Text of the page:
J6486. Looks like someone couldn't wait to get off - a door on the first carriage of the unit is already open, with only half the train in the platform!

 

 

That was quite common all over the country when just about all stock had slam doors.  I have to admit I sometimes used to do it on the LTSR Class 302s.

 

I suppose people saw it as the railway equivalent of jumping off the rear platform of a bus before it had stopped.

 

David

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2 hours ago, DaveF said:

 

 

That was quite common all over the country when just about all stock had slam doors.  I have to admit I sometimes used to do it on the LTSR Class 302s.

 

I suppose people saw it as the railway equivalent of jumping off the rear platform of a bus before it had stopped.

 

David

Yes indeed Dave, I used to open the door it myself with slam-door stock, I just don't recall doing 'that soon' before the whole train was at least in the platform (maybe I'm not as adventurous as some other folk?)

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14 hours ago, iands said:

J6486. Looks like someone couldn't wait to get off - a door on the first carriage of the unit is already open, with only half the train in the platform!

Quite dangerous on busy stations.

I was waiting for a train on a very busy New Street Station platform when as the train came in someone threw the door wide open knocking me flying whilst the train was still moving. They immediately closed the door and vanished inside the train.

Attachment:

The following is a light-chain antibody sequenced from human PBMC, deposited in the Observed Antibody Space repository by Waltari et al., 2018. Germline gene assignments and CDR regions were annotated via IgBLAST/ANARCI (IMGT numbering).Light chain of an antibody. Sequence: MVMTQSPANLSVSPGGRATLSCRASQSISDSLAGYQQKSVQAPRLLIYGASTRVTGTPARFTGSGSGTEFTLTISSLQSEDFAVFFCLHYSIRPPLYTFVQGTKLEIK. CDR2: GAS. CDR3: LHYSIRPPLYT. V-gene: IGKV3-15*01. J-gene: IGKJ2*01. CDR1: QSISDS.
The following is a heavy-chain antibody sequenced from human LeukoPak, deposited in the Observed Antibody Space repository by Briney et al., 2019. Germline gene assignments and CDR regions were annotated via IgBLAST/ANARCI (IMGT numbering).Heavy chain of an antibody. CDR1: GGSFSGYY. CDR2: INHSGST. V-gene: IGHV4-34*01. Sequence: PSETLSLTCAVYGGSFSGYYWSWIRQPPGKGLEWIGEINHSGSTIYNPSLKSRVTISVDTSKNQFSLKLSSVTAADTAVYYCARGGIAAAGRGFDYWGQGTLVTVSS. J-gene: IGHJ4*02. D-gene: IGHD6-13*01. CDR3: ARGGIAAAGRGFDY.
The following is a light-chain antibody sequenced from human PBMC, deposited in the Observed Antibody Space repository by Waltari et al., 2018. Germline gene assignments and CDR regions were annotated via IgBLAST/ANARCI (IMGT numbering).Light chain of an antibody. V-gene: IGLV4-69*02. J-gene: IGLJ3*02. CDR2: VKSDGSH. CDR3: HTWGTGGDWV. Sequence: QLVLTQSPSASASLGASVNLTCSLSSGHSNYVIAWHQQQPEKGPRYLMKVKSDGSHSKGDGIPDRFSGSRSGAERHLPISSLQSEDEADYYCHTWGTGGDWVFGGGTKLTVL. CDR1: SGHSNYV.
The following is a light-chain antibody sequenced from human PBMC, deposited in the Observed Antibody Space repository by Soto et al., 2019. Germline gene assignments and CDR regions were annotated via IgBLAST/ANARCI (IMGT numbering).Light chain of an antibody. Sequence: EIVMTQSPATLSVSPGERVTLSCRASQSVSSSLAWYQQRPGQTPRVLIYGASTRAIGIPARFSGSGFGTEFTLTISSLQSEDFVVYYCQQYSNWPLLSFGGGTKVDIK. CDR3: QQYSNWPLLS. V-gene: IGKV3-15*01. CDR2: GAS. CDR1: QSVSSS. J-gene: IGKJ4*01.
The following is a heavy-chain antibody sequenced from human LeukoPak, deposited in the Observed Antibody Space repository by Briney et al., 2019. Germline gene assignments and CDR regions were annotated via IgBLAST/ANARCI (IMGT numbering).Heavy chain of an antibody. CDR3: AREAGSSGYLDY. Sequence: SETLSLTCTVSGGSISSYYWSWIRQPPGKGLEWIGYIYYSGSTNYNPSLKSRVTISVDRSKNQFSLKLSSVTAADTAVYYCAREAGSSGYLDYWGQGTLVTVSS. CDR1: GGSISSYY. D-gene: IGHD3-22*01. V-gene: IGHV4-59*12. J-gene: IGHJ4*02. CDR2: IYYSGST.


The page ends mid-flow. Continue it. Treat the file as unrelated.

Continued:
I ended up on the floor badly bruised.

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6 hours ago, melmerby said:

Quite dangerous on busy stations.

I was waiting for a train on a very busy New Street Station platform when as the train came in someone threw the door wide open knocking me flying whilst the train was still moving. They immediately closed the door and vanished inside the train.

I ended up on the floor badly bruised.

The Railway put up posters to try to discourage people from doing this, to little avail.  It was very dangerous and injuries and worse occurred, not only by knocking people over such as happened to you at New Street, but occasionally from people falling out of trains and being trapped under the door or doors being knocked violently shut by barrows and such.  New Street has nightmarishly narrow and often crowded platforms.  Occasionally someone would try to revive the early Victorian practice of locking the doors, which would result in the Armagh tragedy and the Versailles fire being invoked; they'd have taken too long to unlock anyway.  

 

Automatic sliding doors were a huge improvement.  They have trained the travelling public not to open the slam doors on heritage railways until the train has stopped.